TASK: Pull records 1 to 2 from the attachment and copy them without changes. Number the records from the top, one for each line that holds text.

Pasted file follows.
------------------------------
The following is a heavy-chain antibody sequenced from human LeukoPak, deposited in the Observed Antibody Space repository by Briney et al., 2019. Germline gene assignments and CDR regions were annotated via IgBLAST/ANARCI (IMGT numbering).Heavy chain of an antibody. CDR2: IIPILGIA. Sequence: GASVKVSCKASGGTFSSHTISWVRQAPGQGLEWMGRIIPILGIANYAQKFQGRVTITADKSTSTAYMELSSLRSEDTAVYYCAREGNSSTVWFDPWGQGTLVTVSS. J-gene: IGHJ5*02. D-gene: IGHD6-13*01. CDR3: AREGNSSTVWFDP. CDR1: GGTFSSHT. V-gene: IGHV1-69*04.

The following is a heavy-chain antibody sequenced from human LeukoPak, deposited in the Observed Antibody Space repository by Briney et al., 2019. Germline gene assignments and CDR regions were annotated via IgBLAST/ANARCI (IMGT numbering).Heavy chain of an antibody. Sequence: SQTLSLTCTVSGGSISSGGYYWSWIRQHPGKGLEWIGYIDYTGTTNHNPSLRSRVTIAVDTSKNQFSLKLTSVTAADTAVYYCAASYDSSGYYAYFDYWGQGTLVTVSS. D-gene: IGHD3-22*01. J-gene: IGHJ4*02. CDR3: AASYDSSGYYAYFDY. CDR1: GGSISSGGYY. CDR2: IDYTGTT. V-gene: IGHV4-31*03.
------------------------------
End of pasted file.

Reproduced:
The following is a heavy-chain antibody sequenced from human LeukoPak, deposited in the Observed Antibody Space repository by Briney et al., 2019. Germline gene assignments and CDR regions were annotated via IgBLAST/ANARCI (IMGT numbering).Heavy chain of an antibody. CDR2: IIPILGIA. Sequence: GASVKVSCKASGGTFSSHTISWVRQAPGQGLEWMGRIIPILGIANYAQKFQGRVTITADKSTSTAYMELSSLRSEDTAVYYCAREGNSSTVWFDPWGQGTLVTVSS. J-gene: IGHJ5*02. D-gene: IGHD6-13*01. CDR3: AREGNSSTVWFDP. CDR1: GGTFSSHT. V-gene: IGHV1-69*04.

The following is a heavy-chain antibody sequenced from human LeukoPak, deposited in the Observed Antibody Space repository by Briney et al., 2019. Germline gene assignments and CDR regions were annotated via IgBLAST/ANARCI (IMGT numbering).Heavy chain of an antibody. Sequence: SQTLSLTCTVSGGSISSGGYYWSWIRQHPGKGLEWIGYIDYTGTTNHNPSLRSRVTIAVDTSKNQFSLKLTSVTAADTAVYYCAASYDSSGYYAYFDYWGQGTLVTVSS. D-gene: IGHD3-22*01. J-gene: IGHJ4*02. CDR3: AASYDSSGYYAYFDY. CDR1: GGSISSGGYY. CDR2: IDYTGTT. V-gene: IGHV4-31*03.